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Dispersal, survival and delayed growth of benthic foraminiferal propagules
Alve, E.; Goldstein, S.T. (2010). Dispersal, survival and delayed growth of benthic foraminiferal propagules. J. Sea Res. 63(1): 36-51.
In: Journal of Sea Research. Elsevier/Netherlands Institute for Sea Research: Amsterdam; Den Burg. ISSN 1385-1101, more
Peer reviewed article  

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    Biogeography; Colonization; Dispersion; Dormancy; Marine
Author keywords
    Dispersal; Dormancy; Biogeography; Colonization; Hidden Diversity

Authors  Top 
  • Alve, E.
  • Goldstein, S.T.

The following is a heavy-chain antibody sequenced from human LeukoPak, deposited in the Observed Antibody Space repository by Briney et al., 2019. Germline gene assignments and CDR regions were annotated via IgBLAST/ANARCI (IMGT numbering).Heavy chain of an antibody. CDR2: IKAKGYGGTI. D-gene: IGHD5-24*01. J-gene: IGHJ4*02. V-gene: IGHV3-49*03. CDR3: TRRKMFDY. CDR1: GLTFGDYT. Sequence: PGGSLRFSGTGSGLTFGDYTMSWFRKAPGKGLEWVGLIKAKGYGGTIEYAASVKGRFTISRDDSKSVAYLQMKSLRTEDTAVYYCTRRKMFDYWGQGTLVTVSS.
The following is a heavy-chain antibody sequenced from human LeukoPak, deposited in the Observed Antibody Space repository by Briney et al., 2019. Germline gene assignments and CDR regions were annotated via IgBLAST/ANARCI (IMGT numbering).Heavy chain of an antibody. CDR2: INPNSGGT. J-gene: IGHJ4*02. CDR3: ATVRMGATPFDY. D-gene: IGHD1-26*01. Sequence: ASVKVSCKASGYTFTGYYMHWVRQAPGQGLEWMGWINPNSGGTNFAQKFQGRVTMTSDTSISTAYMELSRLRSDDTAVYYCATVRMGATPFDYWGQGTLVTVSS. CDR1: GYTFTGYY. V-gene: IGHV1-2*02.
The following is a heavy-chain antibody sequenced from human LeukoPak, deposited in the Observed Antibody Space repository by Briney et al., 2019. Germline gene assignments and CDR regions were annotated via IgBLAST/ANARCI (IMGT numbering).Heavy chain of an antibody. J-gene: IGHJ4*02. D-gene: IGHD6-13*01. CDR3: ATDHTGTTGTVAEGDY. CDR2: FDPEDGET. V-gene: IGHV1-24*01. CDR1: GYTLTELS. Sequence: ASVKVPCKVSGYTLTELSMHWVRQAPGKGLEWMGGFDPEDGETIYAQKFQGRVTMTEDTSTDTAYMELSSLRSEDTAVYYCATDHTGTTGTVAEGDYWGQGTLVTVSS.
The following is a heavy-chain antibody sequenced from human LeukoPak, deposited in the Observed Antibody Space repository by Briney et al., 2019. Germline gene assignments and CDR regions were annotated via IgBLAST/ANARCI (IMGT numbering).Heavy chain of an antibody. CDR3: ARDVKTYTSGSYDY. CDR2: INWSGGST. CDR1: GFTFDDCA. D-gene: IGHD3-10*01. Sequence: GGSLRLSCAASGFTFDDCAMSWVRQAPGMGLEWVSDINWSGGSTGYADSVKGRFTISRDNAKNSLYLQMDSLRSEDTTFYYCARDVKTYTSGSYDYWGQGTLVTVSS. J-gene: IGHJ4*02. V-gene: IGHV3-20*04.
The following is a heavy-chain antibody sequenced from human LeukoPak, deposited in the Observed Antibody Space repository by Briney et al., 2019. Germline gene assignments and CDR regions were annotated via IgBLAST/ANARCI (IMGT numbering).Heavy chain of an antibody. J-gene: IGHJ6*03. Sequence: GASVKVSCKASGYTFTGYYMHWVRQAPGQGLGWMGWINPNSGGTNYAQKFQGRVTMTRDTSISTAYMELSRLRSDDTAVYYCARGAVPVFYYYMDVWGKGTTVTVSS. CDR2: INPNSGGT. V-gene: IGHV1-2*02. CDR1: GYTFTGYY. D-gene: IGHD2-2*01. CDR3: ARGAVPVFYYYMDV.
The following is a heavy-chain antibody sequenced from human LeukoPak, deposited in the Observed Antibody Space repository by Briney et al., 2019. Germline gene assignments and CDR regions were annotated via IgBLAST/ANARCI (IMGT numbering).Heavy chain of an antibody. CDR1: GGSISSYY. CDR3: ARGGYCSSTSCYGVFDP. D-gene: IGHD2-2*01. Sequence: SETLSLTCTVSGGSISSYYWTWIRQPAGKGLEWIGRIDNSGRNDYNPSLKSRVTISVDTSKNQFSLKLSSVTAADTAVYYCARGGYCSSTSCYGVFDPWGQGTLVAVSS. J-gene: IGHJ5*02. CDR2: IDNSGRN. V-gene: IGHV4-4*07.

New data support our previously published propagule dispersal hypothesis and show that propagules of some benthic foraminiferal species can survive for two years before growth commences. Following exposure to simulated shallow-water conditions, shallow-water species of benthic foraminifera appeared and grew in large numbers (commonly >100 ind/12 ml sediment) in the <32 µm-size sediment fraction collected from 320 m water depth in the Skagerrak basin (North Sea). None of the shallow-water species that grew abundantly (Planorbulina mediterranensis, Morulaeplecta bulbosa, Bolivina pseudoplicata, Cuneata arctica, Eggerelloides scaber, Gavelinopsis praegeri) seem to grow or reproduce at or in the vicinity of the sampling site. Consequently, they must have been transported there as <32 µm-sized individuals. Their sudden appearance when exposed to shallow-water conditions suggests that they had been transported to the sampling site as propagules and that they could survive in the sediments until conditions became suitable for growth and, for some, reproduction. The lack of agglutination on the proloculi of the agglutinated taxa that appeared in the growth-chambers may enhance their passive transport via currents and, thereby, dispersal. Of all the indigenous foraminiferal species that occur at the sampling site, only Textularia earlandi and Bolivinellina pseudopunctata continued to grow and reproduce when transferred from bathyal (320 m) to simulated shallow-water (0 m) conditions. The former is considered a highly opportunistic species. According to the literature, most of the morphospecies which grew in the experiments are cosmopolitan. Our results indicate substantial inter-specific differences in dispersal potential and support previous suggestions that among free-living species, some serial forms have the potential for long-distance dispersal. Still, oceanographic, physical and ecological boundaries and barriers constrain the distribution of most species. In addition to benthic foraminifera, Gromia spp. (rhizarian protists related to the foraminifera) grew in >60% of the experimental growth-chambers.

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